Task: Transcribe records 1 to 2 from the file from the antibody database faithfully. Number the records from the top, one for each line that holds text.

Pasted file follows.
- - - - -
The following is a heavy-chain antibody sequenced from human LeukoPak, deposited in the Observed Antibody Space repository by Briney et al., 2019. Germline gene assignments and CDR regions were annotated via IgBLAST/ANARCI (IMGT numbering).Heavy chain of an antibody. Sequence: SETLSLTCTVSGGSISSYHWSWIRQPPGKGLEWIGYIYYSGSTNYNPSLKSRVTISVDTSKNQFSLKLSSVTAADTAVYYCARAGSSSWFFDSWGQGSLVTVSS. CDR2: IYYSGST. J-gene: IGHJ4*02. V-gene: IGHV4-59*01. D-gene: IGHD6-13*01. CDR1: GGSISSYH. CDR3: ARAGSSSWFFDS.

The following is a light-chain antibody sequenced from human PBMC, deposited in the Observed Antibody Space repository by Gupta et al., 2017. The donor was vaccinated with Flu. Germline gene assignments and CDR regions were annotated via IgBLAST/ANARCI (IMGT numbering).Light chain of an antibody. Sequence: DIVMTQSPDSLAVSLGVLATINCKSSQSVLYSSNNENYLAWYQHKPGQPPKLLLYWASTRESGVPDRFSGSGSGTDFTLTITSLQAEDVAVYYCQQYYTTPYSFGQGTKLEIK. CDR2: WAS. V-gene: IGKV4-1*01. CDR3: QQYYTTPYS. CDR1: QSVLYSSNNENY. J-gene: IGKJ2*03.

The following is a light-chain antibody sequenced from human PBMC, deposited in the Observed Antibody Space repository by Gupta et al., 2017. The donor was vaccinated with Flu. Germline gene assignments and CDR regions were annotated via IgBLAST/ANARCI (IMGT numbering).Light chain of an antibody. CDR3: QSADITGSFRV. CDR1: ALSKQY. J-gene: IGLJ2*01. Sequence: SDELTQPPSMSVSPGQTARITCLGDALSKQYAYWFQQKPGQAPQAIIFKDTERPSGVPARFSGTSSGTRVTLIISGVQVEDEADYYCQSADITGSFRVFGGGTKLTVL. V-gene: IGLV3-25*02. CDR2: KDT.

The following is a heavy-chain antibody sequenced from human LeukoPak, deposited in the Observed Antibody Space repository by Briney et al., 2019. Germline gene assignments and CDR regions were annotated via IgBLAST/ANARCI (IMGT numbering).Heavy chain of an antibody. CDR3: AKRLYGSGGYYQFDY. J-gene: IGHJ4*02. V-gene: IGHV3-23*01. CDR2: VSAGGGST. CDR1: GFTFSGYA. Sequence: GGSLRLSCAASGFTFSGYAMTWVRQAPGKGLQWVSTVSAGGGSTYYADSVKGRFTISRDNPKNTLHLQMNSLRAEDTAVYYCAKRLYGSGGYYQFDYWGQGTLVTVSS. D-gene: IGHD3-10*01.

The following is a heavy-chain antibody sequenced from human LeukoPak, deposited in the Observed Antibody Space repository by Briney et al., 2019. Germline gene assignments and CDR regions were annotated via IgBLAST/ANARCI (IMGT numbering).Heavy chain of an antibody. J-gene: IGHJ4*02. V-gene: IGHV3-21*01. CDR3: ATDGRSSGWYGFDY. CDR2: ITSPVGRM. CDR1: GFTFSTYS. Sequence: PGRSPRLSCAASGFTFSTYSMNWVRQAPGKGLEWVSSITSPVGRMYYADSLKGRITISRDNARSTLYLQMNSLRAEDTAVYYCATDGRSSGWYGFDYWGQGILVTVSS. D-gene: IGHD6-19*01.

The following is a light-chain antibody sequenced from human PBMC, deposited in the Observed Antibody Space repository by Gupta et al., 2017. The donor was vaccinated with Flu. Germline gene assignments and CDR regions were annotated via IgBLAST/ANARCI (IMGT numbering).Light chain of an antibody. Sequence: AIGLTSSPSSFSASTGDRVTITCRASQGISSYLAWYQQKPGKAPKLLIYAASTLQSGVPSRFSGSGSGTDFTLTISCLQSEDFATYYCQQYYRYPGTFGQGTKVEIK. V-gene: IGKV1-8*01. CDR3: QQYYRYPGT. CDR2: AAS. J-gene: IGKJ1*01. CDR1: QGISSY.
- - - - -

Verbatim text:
The following is a heavy-chain antibody sequenced from human LeukoPak, deposited in the Observed Antibody Space repository by Briney et al., 2019. Germline gene assignments and CDR regions were annotated via IgBLAST/ANARCI (IMGT numbering).Heavy chain of an antibody. Sequence: SETLSLTCTVSGGSISSYHWSWIRQPPGKGLEWIGYIYYSGSTNYNPSLKSRVTISVDTSKNQFSLKLSSVTAADTAVYYCARAGSSSWFFDSWGQGSLVTVSS. CDR2: IYYSGST. J-gene: IGHJ4*02. V-gene: IGHV4-59*01. D-gene: IGHD6-13*01. CDR1: GGSISSYH. CDR3: ARAGSSSWFFDS.

The following is a light-chain antibody sequenced from human PBMC, deposited in the Observed Antibody Space repository by Gupta et al., 2017. The donor was vaccinated with Flu. Germline gene assignments and CDR regions were annotated via IgBLAST/ANARCI (IMGT numbering).Light chain of an antibody. Sequence: DIVMTQSPDSLAVSLGVLATINCKSSQSVLYSSNNENYLAWYQHKPGQPPKLLLYWASTRESGVPDRFSGSGSGTDFTLTITSLQAEDVAVYYCQQYYTTPYSFGQGTKLEIK. CDR2: WAS. V-gene: IGKV4-1*01. CDR3: QQYYTTPYS. CDR1: QSVLYSSNNENY. J-gene: IGKJ2*03.